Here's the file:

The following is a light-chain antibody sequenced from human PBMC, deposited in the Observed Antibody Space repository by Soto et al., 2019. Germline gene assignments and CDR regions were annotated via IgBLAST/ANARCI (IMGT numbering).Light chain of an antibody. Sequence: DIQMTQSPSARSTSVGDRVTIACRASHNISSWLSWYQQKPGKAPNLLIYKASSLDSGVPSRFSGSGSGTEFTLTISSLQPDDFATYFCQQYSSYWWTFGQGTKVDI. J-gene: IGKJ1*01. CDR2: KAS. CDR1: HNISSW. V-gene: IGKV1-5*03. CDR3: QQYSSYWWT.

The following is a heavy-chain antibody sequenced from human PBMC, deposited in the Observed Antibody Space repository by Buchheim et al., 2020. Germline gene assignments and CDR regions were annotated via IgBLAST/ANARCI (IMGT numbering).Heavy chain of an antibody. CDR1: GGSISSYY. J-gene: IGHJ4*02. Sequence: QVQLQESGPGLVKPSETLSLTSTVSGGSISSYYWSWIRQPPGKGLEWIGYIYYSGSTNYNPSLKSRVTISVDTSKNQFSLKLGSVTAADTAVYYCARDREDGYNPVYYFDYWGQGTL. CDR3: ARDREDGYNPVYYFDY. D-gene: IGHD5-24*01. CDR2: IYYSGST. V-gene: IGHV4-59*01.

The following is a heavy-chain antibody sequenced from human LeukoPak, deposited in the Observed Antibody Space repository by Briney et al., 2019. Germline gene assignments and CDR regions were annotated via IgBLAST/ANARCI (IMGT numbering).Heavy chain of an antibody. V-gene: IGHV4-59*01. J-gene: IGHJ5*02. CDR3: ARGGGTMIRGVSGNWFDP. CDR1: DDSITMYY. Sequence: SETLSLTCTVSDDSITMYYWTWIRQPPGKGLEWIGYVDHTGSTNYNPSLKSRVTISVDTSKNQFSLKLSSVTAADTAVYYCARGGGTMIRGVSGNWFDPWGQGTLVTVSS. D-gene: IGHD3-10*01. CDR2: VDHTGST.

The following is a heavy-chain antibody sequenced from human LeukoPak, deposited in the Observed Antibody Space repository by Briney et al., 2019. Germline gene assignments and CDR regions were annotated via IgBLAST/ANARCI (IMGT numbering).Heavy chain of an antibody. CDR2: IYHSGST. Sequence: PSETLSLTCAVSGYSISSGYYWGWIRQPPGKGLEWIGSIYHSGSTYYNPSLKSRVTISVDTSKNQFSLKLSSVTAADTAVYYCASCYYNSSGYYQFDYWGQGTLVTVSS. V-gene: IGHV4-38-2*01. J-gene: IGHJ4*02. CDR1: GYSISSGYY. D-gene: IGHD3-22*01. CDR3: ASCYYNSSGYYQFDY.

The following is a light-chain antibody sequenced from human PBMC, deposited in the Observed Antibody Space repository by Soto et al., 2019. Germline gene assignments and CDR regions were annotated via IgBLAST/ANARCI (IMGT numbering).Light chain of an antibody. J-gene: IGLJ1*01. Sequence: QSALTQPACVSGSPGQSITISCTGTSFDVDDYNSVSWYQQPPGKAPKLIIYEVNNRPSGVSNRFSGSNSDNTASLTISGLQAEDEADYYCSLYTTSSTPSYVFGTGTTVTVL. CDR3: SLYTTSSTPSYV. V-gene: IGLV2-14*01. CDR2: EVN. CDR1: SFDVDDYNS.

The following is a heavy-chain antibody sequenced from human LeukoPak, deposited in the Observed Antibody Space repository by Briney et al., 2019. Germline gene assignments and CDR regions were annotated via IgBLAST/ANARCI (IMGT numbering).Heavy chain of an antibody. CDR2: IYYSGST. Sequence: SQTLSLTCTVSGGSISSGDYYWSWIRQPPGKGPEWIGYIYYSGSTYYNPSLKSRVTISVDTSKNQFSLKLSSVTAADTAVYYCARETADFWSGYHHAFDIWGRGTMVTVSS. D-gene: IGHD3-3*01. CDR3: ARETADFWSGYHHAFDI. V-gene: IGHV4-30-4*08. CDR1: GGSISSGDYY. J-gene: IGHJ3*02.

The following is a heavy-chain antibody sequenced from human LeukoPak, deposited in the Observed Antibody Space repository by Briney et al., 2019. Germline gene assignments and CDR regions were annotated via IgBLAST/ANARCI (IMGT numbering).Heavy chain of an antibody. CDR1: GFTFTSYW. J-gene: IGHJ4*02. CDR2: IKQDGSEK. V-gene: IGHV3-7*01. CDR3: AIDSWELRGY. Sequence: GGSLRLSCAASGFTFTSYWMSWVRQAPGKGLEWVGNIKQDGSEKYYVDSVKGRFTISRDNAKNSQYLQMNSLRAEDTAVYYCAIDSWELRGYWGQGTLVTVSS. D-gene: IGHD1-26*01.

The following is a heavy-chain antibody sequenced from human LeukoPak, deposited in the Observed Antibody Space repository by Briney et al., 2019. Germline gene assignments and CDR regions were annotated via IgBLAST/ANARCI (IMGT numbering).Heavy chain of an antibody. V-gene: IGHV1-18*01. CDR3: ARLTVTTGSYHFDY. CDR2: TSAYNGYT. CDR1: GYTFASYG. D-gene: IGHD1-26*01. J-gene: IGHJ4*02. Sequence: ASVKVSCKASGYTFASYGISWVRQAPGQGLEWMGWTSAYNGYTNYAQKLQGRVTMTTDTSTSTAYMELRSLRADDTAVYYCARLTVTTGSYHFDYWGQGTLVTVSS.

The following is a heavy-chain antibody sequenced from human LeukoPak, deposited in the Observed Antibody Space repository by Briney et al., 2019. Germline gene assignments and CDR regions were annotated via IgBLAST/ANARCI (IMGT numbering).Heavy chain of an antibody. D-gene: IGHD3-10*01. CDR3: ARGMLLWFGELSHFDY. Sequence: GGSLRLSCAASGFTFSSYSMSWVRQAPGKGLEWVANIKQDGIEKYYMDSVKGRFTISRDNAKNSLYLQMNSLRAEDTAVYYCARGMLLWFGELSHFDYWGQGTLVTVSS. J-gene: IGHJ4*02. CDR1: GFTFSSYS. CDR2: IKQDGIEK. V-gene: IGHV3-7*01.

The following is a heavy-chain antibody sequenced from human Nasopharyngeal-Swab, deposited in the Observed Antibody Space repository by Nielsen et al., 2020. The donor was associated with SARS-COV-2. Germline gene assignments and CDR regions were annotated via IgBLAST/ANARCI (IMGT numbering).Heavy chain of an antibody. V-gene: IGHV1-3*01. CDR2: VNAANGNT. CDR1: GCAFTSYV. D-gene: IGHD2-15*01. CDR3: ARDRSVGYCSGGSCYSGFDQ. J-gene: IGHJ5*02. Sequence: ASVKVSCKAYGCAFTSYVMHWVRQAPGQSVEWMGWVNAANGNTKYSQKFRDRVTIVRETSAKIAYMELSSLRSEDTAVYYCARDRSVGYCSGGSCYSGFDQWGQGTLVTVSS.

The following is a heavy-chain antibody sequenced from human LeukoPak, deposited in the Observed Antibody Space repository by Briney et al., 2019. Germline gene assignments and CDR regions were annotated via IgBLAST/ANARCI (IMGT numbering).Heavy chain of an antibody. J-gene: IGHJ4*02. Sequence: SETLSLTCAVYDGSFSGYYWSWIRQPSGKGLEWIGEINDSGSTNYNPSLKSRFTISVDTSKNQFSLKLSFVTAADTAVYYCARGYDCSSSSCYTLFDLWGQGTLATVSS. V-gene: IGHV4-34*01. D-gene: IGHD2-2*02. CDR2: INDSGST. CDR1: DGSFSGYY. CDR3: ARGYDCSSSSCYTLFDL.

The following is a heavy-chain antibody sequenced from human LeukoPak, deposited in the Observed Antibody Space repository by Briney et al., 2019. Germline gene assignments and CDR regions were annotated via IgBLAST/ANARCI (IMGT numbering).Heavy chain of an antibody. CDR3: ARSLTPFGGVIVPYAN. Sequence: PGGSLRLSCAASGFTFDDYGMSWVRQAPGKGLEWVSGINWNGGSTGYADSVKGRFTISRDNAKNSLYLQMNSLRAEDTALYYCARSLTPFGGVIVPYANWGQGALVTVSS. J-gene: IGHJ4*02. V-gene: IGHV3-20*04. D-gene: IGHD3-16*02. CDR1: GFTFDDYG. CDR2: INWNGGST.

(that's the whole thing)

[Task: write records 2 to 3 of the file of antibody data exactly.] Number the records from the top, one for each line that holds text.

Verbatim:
The following is a heavy-chain antibody sequenced from human PBMC, deposited in the Observed Antibody Space repository by Buchheim et al., 2020. Germline gene assignments and CDR regions were annotated via IgBLAST/ANARCI (IMGT numbering).Heavy chain of an antibody. CDR1: GGSISSYY. J-gene: IGHJ4*02. Sequence: QVQLQESGPGLVKPSETLSLTSTVSGGSISSYYWSWIRQPPGKGLEWIGYIYYSGSTNYNPSLKSRVTISVDTSKNQFSLKLGSVTAADTAVYYCARDREDGYNPVYYFDYWGQGTL. CDR3: ARDREDGYNPVYYFDY. D-gene: IGHD5-24*01. CDR2: IYYSGST. V-gene: IGHV4-59*01.

The following is a heavy-chain antibody sequenced from human LeukoPak, deposited in the Observed Antibody Space repository by Briney et al., 2019. Germline gene assignments and CDR regions were annotated via IgBLAST/ANARCI (IMGT numbering).Heavy chain of an antibody. V-gene: IGHV4-59*01. J-gene: IGHJ5*02. CDR3: ARGGGTMIRGVSGNWFDP. CDR1: DDSITMYY. Sequence: SETLSLTCTVSDDSITMYYWTWIRQPPGKGLEWIGYVDHTGSTNYNPSLKSRVTISVDTSKNQFSLKLSSVTAADTAVYYCARGGGTMIRGVSGNWFDPWGQGTLVTVSS. D-gene: IGHD3-10*01. CDR2: VDHTGST.